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Towards adoption of solar power

JS Bank has become the latest among a growing list of Pakistani businesses to embrace the use of solar power to meet their energy needs. Through an advertisement in national newspapers on Friday, JS Bank has announced plans to tap solar power at some of its branches.

“Businesses in the country are starting to catch on to the advantages of solar energy,” Ali Rafiq of Pakistan Solar Power told BR Research. He pointed out that Punjab University, Lahore University of Management Sciences and Shaukat Khanum Memorial Hospital are among some of the prominent institutions that are tapping solar power to meet part of their energy requirements.

“Askari Bank is another financial institution that has been doing a lot of work in terms of powering its ATMs through solar-powered systems” he said.

But local experts point out that the cost of implementing this technology is still relatively high. “A typical bank branch would require 3-4 kilowatts of electricity per hour, excluding its air conditioning requirements” Ali Kabeer at RENU Energy told BR Research.

Experts opine that relying solely on solar power may not yet be economically viable for such establishments. Various estimates by industry insiders suggest that the time needed to recover the cost of implementing solar-powered systems spans about a decade when compared to electricity from Wapda, and about half as long when compared to electricity obtained from diesel-powered generators.

They assert that the missing link for making solar energy economically viable for businesses, agricultural use and even residential areas is government support. Examples from other countries in the region support this contention.

About 10 years ago, the government of Bangladesh initiated a programme with the help of the World Bank, which sought to install 50,000 solar home systems in that country over a period of five years.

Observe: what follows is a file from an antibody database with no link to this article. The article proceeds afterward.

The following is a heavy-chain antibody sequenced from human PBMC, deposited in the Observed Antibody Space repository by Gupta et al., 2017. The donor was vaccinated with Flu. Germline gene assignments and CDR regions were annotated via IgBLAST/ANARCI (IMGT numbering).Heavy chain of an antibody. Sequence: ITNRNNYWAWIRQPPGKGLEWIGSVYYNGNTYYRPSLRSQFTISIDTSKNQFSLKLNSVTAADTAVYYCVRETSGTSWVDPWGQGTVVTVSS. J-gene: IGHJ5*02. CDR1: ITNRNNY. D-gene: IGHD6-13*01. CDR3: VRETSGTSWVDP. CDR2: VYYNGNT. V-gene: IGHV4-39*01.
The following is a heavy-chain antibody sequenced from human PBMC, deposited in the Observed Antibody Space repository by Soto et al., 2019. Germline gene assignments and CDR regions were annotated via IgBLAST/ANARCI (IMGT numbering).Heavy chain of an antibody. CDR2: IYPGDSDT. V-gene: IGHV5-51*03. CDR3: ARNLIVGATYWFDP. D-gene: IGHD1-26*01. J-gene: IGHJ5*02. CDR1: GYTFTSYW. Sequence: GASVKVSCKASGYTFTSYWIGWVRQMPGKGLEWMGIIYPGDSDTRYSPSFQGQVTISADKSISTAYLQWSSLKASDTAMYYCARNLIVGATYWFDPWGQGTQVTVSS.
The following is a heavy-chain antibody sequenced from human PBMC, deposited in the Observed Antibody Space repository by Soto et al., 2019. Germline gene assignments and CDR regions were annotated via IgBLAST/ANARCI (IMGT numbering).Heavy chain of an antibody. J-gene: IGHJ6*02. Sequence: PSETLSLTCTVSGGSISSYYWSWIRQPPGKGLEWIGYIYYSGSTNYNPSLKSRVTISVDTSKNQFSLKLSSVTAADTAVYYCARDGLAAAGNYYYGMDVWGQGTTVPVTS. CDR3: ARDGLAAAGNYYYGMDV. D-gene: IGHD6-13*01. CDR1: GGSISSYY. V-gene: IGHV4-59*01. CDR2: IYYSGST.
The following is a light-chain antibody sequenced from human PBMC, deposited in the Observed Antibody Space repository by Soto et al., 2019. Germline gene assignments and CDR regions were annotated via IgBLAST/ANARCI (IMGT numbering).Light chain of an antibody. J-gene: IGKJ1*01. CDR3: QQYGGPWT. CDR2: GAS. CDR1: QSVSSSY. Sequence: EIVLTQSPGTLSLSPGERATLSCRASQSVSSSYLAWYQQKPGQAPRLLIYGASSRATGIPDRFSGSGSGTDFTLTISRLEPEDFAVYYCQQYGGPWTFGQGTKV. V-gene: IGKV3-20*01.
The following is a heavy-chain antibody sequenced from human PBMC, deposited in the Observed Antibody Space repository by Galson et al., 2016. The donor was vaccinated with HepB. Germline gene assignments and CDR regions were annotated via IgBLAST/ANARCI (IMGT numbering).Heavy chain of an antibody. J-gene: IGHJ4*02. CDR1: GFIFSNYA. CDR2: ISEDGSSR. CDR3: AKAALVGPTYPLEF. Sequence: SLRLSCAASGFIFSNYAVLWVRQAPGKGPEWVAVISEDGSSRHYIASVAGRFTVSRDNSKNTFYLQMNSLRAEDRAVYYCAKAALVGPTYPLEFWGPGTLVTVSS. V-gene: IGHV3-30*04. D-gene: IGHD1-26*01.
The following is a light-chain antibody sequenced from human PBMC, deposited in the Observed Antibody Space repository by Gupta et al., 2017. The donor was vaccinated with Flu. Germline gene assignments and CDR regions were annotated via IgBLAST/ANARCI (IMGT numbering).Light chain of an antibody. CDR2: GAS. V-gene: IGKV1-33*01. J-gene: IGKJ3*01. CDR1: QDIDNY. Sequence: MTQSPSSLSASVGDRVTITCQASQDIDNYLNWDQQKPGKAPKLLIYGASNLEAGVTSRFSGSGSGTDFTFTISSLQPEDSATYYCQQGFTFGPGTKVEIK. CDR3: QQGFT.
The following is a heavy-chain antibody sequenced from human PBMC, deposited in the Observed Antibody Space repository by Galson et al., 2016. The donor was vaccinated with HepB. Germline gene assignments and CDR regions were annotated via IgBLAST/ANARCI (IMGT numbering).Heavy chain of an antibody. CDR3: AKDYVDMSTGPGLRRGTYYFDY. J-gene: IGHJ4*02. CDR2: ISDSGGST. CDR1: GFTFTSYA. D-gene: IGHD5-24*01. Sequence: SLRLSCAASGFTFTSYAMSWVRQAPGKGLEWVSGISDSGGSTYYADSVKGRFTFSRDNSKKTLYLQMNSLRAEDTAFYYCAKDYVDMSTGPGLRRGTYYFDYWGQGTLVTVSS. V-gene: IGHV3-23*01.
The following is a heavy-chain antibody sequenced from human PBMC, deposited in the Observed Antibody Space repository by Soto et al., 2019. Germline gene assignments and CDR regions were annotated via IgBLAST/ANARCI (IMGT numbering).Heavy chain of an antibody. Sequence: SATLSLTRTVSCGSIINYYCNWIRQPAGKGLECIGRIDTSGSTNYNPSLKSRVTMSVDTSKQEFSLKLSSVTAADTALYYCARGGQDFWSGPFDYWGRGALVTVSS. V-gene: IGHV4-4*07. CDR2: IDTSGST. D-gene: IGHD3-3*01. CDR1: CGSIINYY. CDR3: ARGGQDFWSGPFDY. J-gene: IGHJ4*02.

That initiative proved to be so successful that at present more than 50,000 solar home systems are being installed in Bangladesh, each month. This month Bangladesh is expected to complete installation of two million such systems, reports the World Bank. In that programme, WB funding helped bring down the cost of implementing such systems, thus making them affordable for the public at large.

In India, giant corporations are increasingly tapping solar energy, making solar installations “a market of around $1.4 billion” according to Ajay Goel, the head of Tata Power Solar Systems. Thanks to government subsidies in some Indian states, the investment entailed in the solar proposition is being recovered in 2-3 years.

Besides frequent power outages, it is this government support on solar-powered systems that has encouraged major companies like Maruti Suzuki, IBM and Dell to tap the power of the Sun.

Back in July 2009, Pakistan’s Ministry of Water and Power had announced plans to add 10,000 megawatts of electricity to the national grid from various solar power projects. While provincial governments of Sindh, Punjab and Khyber Pakhtunkhwa have all launched separate projects in this realm, the government has not yet presented a cogent plan to incentivise private sector to install solar-powered systems.

Policy responses that can provide a boost to solar energy in the country include financing support, tax breaks and the option to sell excess electricity to the national grid. Boxed in by the energy crisis, the Government of Pakistan can learn from the experiences of regional peers.


 



 
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